In today’s world, people get their news from a huge range of sources. It has never been so easy to access the most recent, interesting information.
A recent talk by Karen Bridwell made me consider the benefits that a huge audience would have to breakthrough science, allowing scientists to use forms of media as a tool to spread knowledge. Her talk focused on pro-active media; the use of press releases as a way for experts to present their research to journalists.
How would this type of approach benefit both the public and the scientist? It would mean that the researchers would have control over how they want their research to be read. Ideally, the information would have a greater chance of being correct and relevant, with the interesting bits highlighted. This means that journalism could inform the public and even influence the government.
However, mistakes can happen, such as the infamous MMR scare. In 1998 a falsified research paper reached headlines to claim that an essential vaccine could cause autism. I think that this world-renowned case of media misinformation is an excellent demonstration of the importance of scientific communication to large audiences. Representative of this, The Guardian recently pointed out that teenagers today are at risk of serious illness due to the scare.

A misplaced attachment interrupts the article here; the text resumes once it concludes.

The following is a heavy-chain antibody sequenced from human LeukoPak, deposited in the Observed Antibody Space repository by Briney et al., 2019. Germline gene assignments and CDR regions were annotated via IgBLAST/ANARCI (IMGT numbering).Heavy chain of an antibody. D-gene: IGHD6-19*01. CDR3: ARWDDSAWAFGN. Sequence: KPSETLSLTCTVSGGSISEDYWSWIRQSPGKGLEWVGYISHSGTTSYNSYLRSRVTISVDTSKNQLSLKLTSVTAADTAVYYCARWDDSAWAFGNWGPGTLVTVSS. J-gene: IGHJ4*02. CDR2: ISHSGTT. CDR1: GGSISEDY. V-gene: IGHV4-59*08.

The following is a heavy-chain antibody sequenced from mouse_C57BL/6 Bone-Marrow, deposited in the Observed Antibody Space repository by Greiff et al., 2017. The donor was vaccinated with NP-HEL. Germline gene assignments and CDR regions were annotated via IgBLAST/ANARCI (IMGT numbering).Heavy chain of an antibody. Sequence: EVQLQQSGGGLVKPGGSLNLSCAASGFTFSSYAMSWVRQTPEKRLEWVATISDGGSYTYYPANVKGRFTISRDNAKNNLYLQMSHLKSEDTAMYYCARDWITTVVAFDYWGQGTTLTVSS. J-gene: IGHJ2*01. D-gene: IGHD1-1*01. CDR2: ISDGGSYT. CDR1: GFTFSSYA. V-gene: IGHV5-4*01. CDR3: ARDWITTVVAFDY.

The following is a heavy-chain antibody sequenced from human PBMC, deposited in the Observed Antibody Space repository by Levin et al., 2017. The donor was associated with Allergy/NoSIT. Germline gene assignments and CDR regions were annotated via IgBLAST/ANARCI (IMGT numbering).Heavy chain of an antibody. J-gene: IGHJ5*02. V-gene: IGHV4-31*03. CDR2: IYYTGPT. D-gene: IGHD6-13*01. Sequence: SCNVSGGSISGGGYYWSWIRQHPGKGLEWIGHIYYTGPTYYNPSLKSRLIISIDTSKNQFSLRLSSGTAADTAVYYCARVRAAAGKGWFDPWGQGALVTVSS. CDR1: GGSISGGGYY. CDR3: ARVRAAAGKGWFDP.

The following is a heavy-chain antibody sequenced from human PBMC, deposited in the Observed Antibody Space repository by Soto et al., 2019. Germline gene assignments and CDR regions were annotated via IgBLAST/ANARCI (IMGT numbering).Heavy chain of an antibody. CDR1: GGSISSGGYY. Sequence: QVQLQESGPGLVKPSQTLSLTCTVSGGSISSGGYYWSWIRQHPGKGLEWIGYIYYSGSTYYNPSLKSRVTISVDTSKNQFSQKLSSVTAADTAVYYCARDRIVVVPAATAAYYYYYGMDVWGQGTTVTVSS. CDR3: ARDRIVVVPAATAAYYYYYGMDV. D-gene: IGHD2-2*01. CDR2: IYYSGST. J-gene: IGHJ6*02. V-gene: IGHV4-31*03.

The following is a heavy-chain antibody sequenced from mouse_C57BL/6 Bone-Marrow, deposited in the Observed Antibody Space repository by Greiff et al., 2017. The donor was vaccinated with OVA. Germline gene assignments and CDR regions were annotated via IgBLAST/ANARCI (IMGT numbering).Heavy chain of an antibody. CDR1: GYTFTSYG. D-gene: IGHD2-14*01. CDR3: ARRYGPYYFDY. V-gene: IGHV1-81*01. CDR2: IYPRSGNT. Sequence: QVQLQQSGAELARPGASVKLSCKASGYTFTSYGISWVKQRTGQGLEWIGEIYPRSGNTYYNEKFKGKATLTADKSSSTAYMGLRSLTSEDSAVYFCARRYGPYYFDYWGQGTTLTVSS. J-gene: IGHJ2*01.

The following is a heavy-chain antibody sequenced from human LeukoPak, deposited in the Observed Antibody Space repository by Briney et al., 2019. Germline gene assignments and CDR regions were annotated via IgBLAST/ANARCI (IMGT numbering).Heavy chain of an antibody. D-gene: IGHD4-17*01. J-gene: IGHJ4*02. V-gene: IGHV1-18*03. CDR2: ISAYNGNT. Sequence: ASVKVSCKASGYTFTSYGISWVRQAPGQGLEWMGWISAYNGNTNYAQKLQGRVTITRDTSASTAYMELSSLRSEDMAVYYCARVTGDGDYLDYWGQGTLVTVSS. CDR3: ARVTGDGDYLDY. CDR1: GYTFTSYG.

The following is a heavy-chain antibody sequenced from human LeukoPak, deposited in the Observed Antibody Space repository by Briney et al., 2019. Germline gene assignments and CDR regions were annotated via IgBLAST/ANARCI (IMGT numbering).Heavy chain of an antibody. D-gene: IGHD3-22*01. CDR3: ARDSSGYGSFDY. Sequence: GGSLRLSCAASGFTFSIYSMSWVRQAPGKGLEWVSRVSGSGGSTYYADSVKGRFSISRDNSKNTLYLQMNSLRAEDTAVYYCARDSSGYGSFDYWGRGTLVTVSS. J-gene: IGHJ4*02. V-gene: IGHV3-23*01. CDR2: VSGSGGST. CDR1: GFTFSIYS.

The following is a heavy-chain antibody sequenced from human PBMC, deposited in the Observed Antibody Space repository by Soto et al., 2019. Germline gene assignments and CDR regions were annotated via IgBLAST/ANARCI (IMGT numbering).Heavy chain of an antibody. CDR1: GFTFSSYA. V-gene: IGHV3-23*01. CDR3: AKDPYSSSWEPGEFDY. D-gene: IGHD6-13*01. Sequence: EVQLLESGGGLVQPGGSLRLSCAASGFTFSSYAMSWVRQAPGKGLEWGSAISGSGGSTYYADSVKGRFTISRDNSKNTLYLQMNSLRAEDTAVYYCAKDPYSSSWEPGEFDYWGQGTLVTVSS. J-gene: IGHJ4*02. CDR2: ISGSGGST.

In all, I think that science in the media is a success by having few memorable big mistakes in the last 20 years. But can we afford another one?